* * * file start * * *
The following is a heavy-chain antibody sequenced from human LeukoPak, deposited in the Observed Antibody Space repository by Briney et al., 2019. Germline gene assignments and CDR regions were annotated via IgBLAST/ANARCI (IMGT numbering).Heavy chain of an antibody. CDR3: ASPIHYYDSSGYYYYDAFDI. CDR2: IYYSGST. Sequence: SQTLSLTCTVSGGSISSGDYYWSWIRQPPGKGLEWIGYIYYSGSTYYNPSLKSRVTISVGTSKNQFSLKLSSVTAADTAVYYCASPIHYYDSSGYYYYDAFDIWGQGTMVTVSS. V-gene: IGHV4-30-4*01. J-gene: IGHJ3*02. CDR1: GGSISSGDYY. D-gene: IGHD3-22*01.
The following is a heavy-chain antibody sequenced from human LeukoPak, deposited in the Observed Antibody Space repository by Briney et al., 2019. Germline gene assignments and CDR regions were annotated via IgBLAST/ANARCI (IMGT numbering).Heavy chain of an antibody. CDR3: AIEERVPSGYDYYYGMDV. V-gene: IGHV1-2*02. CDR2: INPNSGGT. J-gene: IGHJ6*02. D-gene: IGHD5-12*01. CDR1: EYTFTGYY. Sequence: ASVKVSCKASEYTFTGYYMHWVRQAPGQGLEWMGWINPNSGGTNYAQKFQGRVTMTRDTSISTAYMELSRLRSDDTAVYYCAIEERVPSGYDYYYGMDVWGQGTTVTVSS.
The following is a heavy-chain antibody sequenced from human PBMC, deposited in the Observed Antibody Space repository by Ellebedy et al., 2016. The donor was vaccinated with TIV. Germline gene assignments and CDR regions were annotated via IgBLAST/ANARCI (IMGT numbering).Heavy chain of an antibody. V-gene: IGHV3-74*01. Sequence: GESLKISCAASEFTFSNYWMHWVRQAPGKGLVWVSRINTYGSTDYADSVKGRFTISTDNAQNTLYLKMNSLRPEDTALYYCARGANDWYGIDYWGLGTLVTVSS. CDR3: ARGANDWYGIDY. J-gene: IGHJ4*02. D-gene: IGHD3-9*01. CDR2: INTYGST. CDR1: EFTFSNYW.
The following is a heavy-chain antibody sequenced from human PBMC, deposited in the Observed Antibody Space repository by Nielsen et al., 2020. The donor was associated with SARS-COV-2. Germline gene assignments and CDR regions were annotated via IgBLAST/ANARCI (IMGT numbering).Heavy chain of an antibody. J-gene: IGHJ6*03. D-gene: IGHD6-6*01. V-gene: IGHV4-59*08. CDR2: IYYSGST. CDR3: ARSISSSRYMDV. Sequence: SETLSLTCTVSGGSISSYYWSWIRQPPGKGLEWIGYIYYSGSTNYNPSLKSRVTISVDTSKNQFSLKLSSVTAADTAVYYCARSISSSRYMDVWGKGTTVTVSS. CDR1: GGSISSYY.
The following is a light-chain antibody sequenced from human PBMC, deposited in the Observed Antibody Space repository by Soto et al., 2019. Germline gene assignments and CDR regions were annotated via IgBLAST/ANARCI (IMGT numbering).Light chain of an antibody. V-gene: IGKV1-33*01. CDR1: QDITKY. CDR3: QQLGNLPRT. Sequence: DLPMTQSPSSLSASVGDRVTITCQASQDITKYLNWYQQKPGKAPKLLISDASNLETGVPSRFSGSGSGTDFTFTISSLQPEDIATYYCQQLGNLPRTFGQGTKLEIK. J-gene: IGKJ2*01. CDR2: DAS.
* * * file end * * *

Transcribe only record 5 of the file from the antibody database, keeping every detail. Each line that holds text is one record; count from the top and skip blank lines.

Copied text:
The following is a light-chain antibody sequenced from human PBMC, deposited in the Observed Antibody Space repository by Soto et al., 2019. Germline gene assignments and CDR regions were annotated via IgBLAST/ANARCI (IMGT numbering).Light chain of an antibody. V-gene: IGKV1-33*01. CDR1: QDITKY. CDR3: QQLGNLPRT. Sequence: DLPMTQSPSSLSASVGDRVTITCQASQDITKYLNWYQQKPGKAPKLLISDASNLETGVPSRFSGSGSGTDFTFTISSLQPEDIATYYCQQLGNLPRTFGQGTKLEIK. J-gene: IGKJ2*01. CDR2: DAS.